anythin'—when all the time Luella wa'n't liftin' her finger and poor
Lily didn't get any care except what the neighbours gave her, and
Luella eat up everythin' that was carried in for Lily. I had it real
straight that she did. Luella used to just sit and cry and do nothin'.
She did act real fond of Lily, and she pined away considerable, too.
There was those that thought she'd go into a decline herself. But
after Lily died, her Aunt Abby Mixter came, and then Luella picked up
and grew as fat and rosy as ever. But poor Aunt Abby begun to droop
just the way Lily had, and I guess somebody wrote to her married
daughter, Mrs. Sam Abbot, who lived in Barre, for she wrote her mother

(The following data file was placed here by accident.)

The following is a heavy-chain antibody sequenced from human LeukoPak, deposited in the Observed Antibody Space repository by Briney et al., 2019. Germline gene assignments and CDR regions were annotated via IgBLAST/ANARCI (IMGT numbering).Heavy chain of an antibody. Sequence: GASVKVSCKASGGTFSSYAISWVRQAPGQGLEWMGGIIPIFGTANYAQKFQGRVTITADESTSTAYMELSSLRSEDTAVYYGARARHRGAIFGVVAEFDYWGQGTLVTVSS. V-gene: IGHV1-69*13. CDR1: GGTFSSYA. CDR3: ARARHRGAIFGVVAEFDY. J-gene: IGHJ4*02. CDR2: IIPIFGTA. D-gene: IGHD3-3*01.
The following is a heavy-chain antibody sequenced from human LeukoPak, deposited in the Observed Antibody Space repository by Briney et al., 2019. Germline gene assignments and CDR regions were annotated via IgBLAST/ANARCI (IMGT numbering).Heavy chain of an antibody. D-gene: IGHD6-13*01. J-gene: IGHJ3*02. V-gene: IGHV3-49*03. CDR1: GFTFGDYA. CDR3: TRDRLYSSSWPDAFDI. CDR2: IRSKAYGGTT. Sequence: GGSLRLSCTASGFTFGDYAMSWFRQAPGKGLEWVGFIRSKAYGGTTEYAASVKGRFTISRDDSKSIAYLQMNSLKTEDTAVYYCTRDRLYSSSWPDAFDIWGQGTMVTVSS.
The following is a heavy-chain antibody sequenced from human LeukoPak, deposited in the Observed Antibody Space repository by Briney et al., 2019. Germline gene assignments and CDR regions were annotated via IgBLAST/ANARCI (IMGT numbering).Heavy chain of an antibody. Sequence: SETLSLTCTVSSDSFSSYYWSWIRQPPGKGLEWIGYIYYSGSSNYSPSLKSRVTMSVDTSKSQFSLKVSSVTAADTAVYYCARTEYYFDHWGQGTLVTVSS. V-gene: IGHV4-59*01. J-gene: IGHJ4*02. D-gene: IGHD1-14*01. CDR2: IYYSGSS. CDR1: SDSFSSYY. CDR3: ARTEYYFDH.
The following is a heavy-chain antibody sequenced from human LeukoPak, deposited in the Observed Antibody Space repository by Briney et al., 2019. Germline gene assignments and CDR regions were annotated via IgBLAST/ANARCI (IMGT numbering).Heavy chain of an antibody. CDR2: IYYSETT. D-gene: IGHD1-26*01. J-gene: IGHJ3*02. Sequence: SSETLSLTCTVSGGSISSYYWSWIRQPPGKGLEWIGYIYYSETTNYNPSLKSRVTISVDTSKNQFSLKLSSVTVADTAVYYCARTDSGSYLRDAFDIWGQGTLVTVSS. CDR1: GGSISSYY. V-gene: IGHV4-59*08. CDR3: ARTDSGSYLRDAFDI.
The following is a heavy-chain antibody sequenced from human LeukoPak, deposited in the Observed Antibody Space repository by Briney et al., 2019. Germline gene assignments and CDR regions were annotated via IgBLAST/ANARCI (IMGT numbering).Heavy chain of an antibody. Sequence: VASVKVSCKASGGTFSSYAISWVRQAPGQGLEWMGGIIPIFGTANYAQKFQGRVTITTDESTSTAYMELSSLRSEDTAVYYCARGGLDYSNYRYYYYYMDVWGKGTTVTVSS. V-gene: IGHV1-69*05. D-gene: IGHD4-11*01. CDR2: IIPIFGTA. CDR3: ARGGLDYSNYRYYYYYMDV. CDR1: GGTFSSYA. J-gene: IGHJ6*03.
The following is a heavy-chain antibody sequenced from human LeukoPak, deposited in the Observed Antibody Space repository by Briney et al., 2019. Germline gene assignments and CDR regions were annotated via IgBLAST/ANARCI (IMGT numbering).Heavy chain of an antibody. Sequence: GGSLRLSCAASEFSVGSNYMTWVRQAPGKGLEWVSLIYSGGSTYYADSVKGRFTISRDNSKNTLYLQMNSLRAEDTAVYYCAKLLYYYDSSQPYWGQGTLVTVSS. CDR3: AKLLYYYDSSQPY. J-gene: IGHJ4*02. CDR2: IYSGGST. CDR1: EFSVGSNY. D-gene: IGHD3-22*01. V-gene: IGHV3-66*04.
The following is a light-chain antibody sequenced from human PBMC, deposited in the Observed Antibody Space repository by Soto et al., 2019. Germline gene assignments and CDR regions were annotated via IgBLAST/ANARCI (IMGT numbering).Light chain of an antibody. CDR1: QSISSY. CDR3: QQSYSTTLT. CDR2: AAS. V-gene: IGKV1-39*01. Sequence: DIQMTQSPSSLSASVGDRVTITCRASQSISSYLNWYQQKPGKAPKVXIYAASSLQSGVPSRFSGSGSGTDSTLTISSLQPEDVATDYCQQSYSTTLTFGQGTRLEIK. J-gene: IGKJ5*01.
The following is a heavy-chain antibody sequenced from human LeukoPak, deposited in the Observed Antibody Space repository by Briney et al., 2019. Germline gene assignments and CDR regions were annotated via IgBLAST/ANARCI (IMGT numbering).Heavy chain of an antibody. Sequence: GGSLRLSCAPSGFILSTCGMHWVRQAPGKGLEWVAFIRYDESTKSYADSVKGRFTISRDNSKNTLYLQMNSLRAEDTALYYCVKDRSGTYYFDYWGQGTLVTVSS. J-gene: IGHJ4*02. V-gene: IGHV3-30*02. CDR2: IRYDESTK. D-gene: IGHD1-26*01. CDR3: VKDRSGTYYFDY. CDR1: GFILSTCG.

that she must leave right away and come and make her a visit, but Aunt
Abby wouldn't go. I can see her now. She was a real good-lookin'
woman, tall and large, with a big, square face and a high forehead that
looked of itself kind of benevolent and good. She just tended out on
Luella as if she had been a baby, and when her married daughter sent
for her she wouldn't stir one inch. She'd always thought a lot of her
daughter, too, but she said Luella needed her and her married daughter
didn't. Her daughter kept writin' and writin', but it didn't do any
good. Finally she came, and when she saw how bad her mother looked,
she broke down and cried and all but went on her knees to have her come
away. She spoke her mind out to Luella, too. She told her that she'd
killed her husband and everybody that had anythin' to do with her, and
she'd thank her to leave her mother alone. Luella went into hysterics,